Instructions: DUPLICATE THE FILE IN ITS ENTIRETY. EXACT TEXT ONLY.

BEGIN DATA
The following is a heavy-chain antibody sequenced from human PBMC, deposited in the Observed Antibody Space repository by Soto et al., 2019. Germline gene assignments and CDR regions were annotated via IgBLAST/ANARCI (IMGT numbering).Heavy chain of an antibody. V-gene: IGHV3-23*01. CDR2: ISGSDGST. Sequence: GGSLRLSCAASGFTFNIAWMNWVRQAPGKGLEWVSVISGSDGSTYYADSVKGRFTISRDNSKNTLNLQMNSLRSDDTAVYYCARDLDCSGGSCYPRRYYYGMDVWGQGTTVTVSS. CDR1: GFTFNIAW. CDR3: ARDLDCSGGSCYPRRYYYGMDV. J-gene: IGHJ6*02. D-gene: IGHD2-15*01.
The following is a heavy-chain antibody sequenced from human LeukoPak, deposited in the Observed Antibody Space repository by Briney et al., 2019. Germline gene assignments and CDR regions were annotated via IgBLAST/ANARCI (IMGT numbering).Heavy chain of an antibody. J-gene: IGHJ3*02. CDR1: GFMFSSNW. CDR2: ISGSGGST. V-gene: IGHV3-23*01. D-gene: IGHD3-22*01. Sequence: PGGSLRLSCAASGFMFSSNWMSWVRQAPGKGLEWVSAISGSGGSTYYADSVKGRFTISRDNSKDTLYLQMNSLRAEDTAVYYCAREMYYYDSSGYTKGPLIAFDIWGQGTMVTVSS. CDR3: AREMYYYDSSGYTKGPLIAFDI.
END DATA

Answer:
The following is a heavy-chain antibody sequenced from human PBMC, deposited in the Observed Antibody Space repository by Soto et al., 2019. Germline gene assignments and CDR regions were annotated via IgBLAST/ANARCI (IMGT numbering).Heavy chain of an antibody. V-gene: IGHV3-23*01. CDR2: ISGSDGST. Sequence: GGSLRLSCAASGFTFNIAWMNWVRQAPGKGLEWVSVISGSDGSTYYADSVKGRFTISRDNSKNTLNLQMNSLRSDDTAVYYCARDLDCSGGSCYPRRYYYGMDVWGQGTTVTVSS. CDR1: GFTFNIAW. CDR3: ARDLDCSGGSCYPRRYYYGMDV. J-gene: IGHJ6*02. D-gene: IGHD2-15*01.
The following is a heavy-chain antibody sequenced from human LeukoPak, deposited in the Observed Antibody Space repository by Briney et al., 2019. Germline gene assignments and CDR regions were annotated via IgBLAST/ANARCI (IMGT numbering).Heavy chain of an antibody. J-gene: IGHJ3*02. CDR1: GFMFSSNW. CDR2: ISGSGGST. V-gene: IGHV3-23*01. D-gene: IGHD3-22*01. Sequence: PGGSLRLSCAASGFMFSSNWMSWVRQAPGKGLEWVSAISGSGGSTYYADSVKGRFTISRDNSKDTLYLQMNSLRAEDTAVYYCAREMYYYDSSGYTKGPLIAFDIWGQGTMVTVSS. CDR3: AREMYYYDSSGYTKGPLIAFDI.